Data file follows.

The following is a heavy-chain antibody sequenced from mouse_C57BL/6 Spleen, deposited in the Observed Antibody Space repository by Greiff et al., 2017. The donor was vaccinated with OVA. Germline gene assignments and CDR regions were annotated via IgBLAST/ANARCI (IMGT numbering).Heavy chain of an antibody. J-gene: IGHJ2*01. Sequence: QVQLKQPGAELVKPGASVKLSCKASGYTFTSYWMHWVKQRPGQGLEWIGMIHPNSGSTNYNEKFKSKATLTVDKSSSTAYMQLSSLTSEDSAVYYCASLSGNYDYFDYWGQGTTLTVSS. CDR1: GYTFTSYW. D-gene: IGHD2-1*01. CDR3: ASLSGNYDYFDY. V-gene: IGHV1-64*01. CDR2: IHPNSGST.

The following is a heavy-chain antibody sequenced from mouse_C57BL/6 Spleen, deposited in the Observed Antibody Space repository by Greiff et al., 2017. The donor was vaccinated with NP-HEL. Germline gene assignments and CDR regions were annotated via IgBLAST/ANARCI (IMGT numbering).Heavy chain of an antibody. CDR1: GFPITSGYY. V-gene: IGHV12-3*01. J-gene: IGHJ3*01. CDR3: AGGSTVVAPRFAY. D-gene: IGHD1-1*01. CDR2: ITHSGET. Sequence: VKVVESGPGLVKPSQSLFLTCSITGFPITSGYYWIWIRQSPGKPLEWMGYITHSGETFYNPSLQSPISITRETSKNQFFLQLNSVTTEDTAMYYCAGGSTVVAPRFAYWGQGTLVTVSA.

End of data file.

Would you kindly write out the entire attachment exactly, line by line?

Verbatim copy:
The following is a heavy-chain antibody sequenced from mouse_C57BL/6 Spleen, deposited in the Observed Antibody Space repository by Greiff et al., 2017. The donor was vaccinated with OVA. Germline gene assignments and CDR regions were annotated via IgBLAST/ANARCI (IMGT numbering).Heavy chain of an antibody. J-gene: IGHJ2*01. Sequence: QVQLKQPGAELVKPGASVKLSCKASGYTFTSYWMHWVKQRPGQGLEWIGMIHPNSGSTNYNEKFKSKATLTVDKSSSTAYMQLSSLTSEDSAVYYCASLSGNYDYFDYWGQGTTLTVSS. CDR1: GYTFTSYW. D-gene: IGHD2-1*01. CDR3: ASLSGNYDYFDY. V-gene: IGHV1-64*01. CDR2: IHPNSGST.

The following is a heavy-chain antibody sequenced from mouse_C57BL/6 Spleen, deposited in the Observed Antibody Space repository by Greiff et al., 2017. The donor was vaccinated with NP-HEL. Germline gene assignments and CDR regions were annotated via IgBLAST/ANARCI (IMGT numbering).Heavy chain of an antibody. CDR1: GFPITSGYY. V-gene: IGHV12-3*01. J-gene: IGHJ3*01. CDR3: AGGSTVVAPRFAY. D-gene: IGHD1-1*01. CDR2: ITHSGET. Sequence: VKVVESGPGLVKPSQSLFLTCSITGFPITSGYYWIWIRQSPGKPLEWMGYITHSGETFYNPSLQSPISITRETSKNQFFLQLNSVTTEDTAMYYCAGGSTVVAPRFAYWGQGTLVTVSA.